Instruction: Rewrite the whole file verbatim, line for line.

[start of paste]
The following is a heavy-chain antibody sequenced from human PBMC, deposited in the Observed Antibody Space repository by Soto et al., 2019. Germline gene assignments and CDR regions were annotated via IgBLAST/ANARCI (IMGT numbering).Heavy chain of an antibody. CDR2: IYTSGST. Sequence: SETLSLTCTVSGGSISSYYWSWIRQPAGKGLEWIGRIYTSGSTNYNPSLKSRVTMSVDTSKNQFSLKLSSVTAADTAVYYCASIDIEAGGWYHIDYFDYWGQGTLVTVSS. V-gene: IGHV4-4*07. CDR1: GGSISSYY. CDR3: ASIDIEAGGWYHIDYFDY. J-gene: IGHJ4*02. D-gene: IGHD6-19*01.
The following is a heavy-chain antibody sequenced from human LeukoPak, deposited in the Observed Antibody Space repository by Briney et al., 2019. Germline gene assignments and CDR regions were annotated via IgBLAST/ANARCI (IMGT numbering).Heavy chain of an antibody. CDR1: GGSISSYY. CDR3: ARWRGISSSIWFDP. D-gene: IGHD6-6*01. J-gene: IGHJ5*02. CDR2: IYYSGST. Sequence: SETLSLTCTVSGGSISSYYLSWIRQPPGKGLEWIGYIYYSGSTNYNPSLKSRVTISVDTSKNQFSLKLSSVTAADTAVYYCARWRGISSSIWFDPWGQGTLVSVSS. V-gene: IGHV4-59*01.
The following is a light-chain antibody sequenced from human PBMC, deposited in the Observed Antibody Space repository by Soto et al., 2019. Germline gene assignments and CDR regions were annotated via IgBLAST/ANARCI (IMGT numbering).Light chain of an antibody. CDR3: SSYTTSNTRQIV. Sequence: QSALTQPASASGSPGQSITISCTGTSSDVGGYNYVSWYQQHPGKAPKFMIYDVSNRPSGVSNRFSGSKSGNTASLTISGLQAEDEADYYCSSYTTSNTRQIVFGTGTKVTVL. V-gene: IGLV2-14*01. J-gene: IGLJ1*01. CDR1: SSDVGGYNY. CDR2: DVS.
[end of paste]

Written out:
The following is a heavy-chain antibody sequenced from human PBMC, deposited in the Observed Antibody Space repository by Soto et al., 2019. Germline gene assignments and CDR regions were annotated via IgBLAST/ANARCI (IMGT numbering).Heavy chain of an antibody. CDR2: IYTSGST. Sequence: SETLSLTCTVSGGSISSYYWSWIRQPAGKGLEWIGRIYTSGSTNYNPSLKSRVTMSVDTSKNQFSLKLSSVTAADTAVYYCASIDIEAGGWYHIDYFDYWGQGTLVTVSS. V-gene: IGHV4-4*07. CDR1: GGSISSYY. CDR3: ASIDIEAGGWYHIDYFDY. J-gene: IGHJ4*02. D-gene: IGHD6-19*01.
The following is a heavy-chain antibody sequenced from human LeukoPak, deposited in the Observed Antibody Space repository by Briney et al., 2019. Germline gene assignments and CDR regions were annotated via IgBLAST/ANARCI (IMGT numbering).Heavy chain of an antibody. CDR1: GGSISSYY. CDR3: ARWRGISSSIWFDP. D-gene: IGHD6-6*01. J-gene: IGHJ5*02. CDR2: IYYSGST. Sequence: SETLSLTCTVSGGSISSYYLSWIRQPPGKGLEWIGYIYYSGSTNYNPSLKSRVTISVDTSKNQFSLKLSSVTAADTAVYYCARWRGISSSIWFDPWGQGTLVSVSS. V-gene: IGHV4-59*01.
The following is a light-chain antibody sequenced from human PBMC, deposited in the Observed Antibody Space repository by Soto et al., 2019. Germline gene assignments and CDR regions were annotated via IgBLAST/ANARCI (IMGT numbering).Light chain of an antibody. CDR3: SSYTTSNTRQIV. Sequence: QSALTQPASASGSPGQSITISCTGTSSDVGGYNYVSWYQQHPGKAPKFMIYDVSNRPSGVSNRFSGSKSGNTASLTISGLQAEDEADYYCSSYTTSNTRQIVFGTGTKVTVL. V-gene: IGLV2-14*01. J-gene: IGLJ1*01. CDR1: SSDVGGYNY. CDR2: DVS.